This post is testament to the completion of a personal challenge. I only started blogging four months ago. It's the first meaningful and completely selfish thing I have done since the birth of my last child. It takes me away from my children, it means the house isn't so clean and the ironing basket is never empty, it robs my husband of my company in the evenings. But I love it...
There is something that Canada excels in. Something that could be learned from Canada and emulated in other countries. If we could study it, understand it and replicate it, it could make the world an easier place.
I was browsing through the Whitby Shores Community Forum today and came across a thread about car break-ins on the sub-division (estate).
It has always been a weekend tradition in our family to eschew the cereal boxes in favour of something more elaborate. In England I used to make pancakes - the thin, light, Shrove Tuesday type, piling them up on a heated plate to be distributed at the table, liberally coated with lemon-juice and sugar, Nutella, honey, maple syrup or caramelised, spiced fruit. The kids would demolish them at the same speed that we could prepare them!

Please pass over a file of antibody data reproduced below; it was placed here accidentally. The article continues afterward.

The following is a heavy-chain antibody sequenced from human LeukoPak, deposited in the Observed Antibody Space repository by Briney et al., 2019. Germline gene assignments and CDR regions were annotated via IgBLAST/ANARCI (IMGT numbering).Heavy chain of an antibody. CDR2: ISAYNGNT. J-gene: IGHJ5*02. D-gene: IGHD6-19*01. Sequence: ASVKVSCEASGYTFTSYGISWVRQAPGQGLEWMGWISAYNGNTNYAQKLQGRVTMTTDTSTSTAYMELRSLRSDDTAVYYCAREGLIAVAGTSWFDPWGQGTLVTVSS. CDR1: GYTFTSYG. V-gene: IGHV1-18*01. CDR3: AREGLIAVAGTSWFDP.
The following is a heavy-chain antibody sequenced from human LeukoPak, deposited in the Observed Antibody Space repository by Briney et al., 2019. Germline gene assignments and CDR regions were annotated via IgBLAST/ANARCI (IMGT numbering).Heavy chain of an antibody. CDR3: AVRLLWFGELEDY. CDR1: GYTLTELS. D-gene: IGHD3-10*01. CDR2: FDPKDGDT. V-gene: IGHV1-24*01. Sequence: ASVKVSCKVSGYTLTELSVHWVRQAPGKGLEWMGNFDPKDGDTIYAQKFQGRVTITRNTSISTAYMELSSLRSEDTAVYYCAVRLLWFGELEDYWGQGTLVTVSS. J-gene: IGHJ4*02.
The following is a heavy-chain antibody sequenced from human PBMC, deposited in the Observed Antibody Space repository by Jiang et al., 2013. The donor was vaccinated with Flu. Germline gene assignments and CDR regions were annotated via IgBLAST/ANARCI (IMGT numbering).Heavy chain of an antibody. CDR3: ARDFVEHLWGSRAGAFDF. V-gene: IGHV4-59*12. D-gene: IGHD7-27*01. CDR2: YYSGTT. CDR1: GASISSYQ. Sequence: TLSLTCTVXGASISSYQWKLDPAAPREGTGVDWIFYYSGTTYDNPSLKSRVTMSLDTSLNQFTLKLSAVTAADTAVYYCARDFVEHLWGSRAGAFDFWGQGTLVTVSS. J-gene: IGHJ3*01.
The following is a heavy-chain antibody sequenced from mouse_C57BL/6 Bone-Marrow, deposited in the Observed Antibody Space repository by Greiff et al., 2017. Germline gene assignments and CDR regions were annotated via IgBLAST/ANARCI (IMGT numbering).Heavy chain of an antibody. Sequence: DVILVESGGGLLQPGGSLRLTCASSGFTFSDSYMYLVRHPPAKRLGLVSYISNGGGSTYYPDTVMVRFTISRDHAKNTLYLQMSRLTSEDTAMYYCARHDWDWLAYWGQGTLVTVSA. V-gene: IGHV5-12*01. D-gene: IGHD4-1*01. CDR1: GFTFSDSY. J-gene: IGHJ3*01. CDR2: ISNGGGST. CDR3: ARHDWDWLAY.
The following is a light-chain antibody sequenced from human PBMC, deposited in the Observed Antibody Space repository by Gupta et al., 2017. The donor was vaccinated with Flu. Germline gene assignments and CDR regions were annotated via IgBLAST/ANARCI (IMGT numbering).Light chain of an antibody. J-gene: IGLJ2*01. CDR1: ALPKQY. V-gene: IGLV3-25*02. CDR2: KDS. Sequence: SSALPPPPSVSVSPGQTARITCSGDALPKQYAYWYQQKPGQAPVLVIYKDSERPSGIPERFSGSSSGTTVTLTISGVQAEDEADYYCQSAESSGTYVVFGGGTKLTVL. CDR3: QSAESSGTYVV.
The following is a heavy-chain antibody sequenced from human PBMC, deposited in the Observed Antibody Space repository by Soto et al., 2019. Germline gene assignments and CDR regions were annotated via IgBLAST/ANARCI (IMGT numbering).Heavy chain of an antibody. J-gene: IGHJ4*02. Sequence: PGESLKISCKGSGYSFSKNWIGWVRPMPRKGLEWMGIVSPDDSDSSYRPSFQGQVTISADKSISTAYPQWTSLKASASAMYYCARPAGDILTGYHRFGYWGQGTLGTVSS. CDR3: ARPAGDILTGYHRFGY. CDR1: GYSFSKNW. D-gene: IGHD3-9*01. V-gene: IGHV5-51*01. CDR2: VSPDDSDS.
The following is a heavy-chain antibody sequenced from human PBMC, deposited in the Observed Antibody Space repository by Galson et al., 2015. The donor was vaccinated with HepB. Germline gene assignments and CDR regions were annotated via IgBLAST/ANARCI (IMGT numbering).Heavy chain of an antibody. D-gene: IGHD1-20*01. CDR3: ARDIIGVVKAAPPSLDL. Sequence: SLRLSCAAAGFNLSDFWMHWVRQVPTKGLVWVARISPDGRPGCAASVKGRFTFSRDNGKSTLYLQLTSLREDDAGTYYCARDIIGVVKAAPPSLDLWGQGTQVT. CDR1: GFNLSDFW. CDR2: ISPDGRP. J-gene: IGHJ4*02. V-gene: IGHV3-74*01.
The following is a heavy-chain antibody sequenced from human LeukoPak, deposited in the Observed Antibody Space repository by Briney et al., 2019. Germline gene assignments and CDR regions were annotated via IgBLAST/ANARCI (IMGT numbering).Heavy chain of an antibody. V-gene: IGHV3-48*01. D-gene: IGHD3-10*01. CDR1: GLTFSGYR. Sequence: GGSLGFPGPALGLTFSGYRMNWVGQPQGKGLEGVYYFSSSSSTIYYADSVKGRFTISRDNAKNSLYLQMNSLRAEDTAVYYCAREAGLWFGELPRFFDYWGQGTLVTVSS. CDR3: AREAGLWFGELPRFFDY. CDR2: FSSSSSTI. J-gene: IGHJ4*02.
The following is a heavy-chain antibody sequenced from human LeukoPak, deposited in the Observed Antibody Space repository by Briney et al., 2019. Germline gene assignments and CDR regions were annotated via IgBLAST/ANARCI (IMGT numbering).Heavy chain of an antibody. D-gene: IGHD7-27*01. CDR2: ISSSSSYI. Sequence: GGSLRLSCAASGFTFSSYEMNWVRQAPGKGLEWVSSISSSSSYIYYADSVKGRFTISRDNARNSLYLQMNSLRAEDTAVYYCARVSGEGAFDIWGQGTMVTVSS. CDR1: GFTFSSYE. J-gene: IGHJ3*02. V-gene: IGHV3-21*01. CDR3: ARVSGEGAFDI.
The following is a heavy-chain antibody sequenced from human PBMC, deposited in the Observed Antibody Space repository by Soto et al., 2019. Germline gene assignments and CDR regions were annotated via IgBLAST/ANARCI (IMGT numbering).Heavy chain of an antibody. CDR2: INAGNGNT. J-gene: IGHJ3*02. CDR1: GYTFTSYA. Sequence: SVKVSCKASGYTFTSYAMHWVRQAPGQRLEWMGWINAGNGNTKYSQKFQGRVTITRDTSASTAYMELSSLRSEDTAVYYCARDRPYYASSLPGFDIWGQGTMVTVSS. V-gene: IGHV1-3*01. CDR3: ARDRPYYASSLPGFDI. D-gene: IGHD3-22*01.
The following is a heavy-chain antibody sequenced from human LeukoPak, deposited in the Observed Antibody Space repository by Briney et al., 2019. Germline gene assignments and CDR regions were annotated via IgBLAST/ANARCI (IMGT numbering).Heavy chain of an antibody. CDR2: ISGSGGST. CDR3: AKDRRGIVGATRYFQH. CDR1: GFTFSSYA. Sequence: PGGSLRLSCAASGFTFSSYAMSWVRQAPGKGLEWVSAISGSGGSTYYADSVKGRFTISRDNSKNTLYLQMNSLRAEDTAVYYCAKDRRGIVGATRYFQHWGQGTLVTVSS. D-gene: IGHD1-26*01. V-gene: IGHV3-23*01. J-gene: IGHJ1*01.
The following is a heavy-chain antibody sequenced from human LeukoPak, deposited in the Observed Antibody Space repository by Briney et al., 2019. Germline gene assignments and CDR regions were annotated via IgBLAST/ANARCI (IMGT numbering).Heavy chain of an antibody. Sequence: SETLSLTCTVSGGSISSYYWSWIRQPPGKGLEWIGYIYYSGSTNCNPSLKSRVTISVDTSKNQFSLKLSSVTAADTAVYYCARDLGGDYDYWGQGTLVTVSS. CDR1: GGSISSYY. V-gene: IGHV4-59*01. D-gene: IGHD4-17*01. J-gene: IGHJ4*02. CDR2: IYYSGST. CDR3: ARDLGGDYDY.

The term Black Friday has become synonymous with a plunge in morality on a day set aside for worship at the feet of the God of Consumerism. Human sacrifice is practiced by those fervent in their beliefs that the Bargain is above all else.
I do maintain that the British handle calamity extremely well…
So says the amazing Jenny at cheetahsinmyshoes. I'm not going to feign indifference, I fully agree with her - why wouldn't I? This is the first thing I have created in a long time that doesn't poo, shout or pull hair.
Today was J's first time on the ice. She had been looking forward to it for a while. Yesterday her teacher prepared the Grade One class for the event, with words of encouragement. For some, this would be their first time too.
Less than 300 years ago this area was a wilderness of great forests and secluded clearings, populated by bear, wolf and deer, and the Mississauga Indians, who were hunter/gatherers and camped around the mouth of the creek.